Fourteen sailors were killed in a fire on board a Russian Defense Ministry research vessel while carrying out a survey of the sea floor off Russia’s Arctic coast.
President Vladimir Putin has dispatched Defense Minister Sergei Shoigu to Severomorsk, the Russian naval base on the Barents Sea where the submarine is now located, to find out what caused the incident and report back to him.
Here’s what we know so far:
— The incident took place on Monday — nearly a day before the news was released — in Russian territorial waters in the Barents Sea, Shoigu reported to Putin.
— The 14 sailors died of smoke inhalation, Shoigu told Putin late on Tuesday.
— He said the crew extinguished the fire “through their decisive action.”
— A Navy commission has been tasked with investigating the cause of the tragedy and a military branch of Russia’s Investigative Committee has opened an inquiry into the deaths.
— The Defense Ministry had informed Putin of the accident on the day it occurred, Kremlin spokesman Dmitry Peskov said on Wednesday.
— Russian officials have not commented on the type of vessel involved in the deadly fire.
— An unnamed source in the security forces told the RBC news website the incident took place on the AS-31, a secretive deep-sea nuclear submarine.
— Launched in 2003, the submarine nicknamed Losharik was designed for research, rescue and special military operations, and can hold up to 25 crew members.
— It is made from a series of interconnected spheres, making it stronger than conventional submarine designs and allowing it to resist water pressure at great depths.
— Analysts believe the vessel is a key asset of GUGI, the Defense Ministry’s Main Directorate of Deep-Sea Research, and not part of the Russian Navy. St. Petersburg’s fontanka.ru news website and the Kommersant business daily reported that Losharik’s crew members allegedly belong to a military unit that reports to GUGI.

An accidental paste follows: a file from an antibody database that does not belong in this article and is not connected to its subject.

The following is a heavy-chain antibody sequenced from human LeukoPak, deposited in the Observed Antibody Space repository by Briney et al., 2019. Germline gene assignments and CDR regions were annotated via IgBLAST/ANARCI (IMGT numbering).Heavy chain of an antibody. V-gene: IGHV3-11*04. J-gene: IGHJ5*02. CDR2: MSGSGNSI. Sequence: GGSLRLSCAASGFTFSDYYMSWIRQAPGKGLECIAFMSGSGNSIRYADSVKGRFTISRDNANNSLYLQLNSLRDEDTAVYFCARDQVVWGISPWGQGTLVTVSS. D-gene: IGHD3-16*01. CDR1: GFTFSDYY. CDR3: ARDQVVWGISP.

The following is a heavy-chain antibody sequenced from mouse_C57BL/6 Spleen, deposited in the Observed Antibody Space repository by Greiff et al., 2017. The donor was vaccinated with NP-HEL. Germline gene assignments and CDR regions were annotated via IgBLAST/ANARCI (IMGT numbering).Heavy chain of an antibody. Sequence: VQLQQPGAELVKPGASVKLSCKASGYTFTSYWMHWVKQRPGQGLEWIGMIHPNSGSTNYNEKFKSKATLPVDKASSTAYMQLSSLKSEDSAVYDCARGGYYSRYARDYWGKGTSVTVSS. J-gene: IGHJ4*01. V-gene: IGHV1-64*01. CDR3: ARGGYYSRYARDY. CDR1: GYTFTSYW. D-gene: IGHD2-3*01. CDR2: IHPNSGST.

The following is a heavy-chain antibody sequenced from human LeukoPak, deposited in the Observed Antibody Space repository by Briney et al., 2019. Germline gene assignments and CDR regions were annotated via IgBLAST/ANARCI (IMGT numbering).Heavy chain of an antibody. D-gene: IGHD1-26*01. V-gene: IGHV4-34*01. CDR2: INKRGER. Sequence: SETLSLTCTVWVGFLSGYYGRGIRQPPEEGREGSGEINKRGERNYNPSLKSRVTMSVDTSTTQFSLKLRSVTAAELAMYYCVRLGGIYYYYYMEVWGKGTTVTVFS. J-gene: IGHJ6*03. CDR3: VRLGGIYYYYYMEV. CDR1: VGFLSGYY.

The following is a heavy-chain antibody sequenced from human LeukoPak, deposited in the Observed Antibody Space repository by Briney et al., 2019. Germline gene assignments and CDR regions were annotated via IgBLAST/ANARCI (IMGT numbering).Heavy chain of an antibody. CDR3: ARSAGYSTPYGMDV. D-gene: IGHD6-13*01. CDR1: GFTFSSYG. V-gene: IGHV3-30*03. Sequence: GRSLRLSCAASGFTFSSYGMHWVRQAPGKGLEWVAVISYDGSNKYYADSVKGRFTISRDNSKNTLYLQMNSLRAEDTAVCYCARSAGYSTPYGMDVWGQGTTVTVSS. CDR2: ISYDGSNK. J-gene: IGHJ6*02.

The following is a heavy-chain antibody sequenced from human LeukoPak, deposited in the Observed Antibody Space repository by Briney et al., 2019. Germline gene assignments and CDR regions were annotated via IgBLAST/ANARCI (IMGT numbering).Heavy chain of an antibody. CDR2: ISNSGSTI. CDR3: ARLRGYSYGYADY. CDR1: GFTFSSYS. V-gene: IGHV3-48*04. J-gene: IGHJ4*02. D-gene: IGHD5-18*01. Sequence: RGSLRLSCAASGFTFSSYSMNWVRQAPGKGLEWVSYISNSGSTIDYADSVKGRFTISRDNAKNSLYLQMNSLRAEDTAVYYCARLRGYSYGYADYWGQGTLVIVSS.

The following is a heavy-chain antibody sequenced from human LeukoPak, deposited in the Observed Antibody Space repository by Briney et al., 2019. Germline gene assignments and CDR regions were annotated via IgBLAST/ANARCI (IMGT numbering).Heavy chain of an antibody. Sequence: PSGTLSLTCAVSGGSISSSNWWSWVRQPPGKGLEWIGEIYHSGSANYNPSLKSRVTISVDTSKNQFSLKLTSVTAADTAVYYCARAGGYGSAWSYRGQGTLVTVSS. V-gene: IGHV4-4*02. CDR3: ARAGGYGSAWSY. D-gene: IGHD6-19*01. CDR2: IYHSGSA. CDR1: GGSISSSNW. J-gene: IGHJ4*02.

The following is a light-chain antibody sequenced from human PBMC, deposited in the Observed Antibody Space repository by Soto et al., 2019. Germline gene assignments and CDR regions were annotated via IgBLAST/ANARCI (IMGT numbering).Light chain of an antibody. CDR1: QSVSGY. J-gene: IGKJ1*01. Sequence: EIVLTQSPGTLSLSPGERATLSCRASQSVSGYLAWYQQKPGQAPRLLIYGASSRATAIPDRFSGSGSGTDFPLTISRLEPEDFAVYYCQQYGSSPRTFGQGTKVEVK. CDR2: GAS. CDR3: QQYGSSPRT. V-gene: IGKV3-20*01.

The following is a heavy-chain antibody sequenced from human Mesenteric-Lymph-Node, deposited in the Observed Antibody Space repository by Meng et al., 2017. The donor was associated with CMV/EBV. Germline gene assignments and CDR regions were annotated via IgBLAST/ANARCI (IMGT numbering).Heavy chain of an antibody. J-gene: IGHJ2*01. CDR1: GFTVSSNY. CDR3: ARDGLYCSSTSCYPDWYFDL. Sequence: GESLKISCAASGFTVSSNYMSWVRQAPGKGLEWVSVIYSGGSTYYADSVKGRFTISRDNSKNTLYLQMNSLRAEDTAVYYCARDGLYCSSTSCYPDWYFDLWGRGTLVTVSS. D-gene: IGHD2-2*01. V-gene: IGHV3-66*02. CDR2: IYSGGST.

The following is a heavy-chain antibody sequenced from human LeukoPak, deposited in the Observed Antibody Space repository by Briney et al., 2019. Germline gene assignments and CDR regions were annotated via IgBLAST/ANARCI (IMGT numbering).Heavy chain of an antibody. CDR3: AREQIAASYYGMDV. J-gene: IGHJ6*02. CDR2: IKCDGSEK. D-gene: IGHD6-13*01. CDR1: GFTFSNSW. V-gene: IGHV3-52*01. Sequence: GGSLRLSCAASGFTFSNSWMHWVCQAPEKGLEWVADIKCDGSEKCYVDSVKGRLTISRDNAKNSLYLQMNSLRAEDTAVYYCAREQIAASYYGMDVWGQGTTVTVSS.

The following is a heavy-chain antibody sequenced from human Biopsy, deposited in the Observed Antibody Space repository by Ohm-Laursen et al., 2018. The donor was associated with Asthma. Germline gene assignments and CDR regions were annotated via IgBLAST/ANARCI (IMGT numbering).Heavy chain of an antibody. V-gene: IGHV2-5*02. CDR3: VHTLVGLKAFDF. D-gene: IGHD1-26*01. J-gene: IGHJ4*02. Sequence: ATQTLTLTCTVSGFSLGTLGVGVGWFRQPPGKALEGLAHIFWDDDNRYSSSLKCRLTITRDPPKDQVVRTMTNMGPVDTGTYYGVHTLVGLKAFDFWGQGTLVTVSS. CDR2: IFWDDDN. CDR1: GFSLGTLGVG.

— The Defense Ministry has not released the names of those on board the vessel.
— Putin noted that of the 14 casualties, seven held the rank of captain 1st rank and two had held the Hero of Russia award, the highest military honor issued in the post-Soviet period.
— RBC, citing social media, listed four names of possible casualties. They include the son of the military unit leader; a submarine commander who holds captain 1st rank and Hero of Russia; and a second captain 1st rank.
— An Orthodox cathedral in Murmansk, a city north of Severodvinsk, has listed 14 names in its announcement of a service “for the fallen seamen-submariners” on Wednesday evening.
— Putin called the incident “a great loss for the [Northern] Fleet, and indeed for the Army.”
— “The Losharik incident will likely have a deep operational impact on [GUGI], given how advanced and relatively few these submarines are,” a former U.S. National Security Council staffer told the Radio Free Europe/Radio Liberty news outlet.
— The United States has allegedly not received requests for assistance from the Russian government, a U.S. 6th Fleet spokesperson told the U.S. Naval Institute’s USNI News website.
— Norwegian officials said they had been in touch with their Russian counterparts and were monitoring, but had not detected abnormally high levels of radiation.
— Colleagues around the world, including the U.S., will mourn the loss of 14 Russian sailors because of a “special bond between all submariners,” wrote Washington Examiner columnist Tom Rogan.
— This is the largest accident to take place on a Defense Ministry submarine since 2008, when a freon gas leak on the nuclear-powered submarine Nerpa killed 20 and injured 21.
— In August 2000, the Russian nuclear-powered submarine Kursk sank to the floor of the Barents Sea after two explosions in its bow, killing all 118 men aboard. That accident, soon after Putin took office, focused official attention on the state of the military and its hardware, which had been underfunded and neglected after the collapse of the Soviet Union.
Reuters contributed reporting to this article.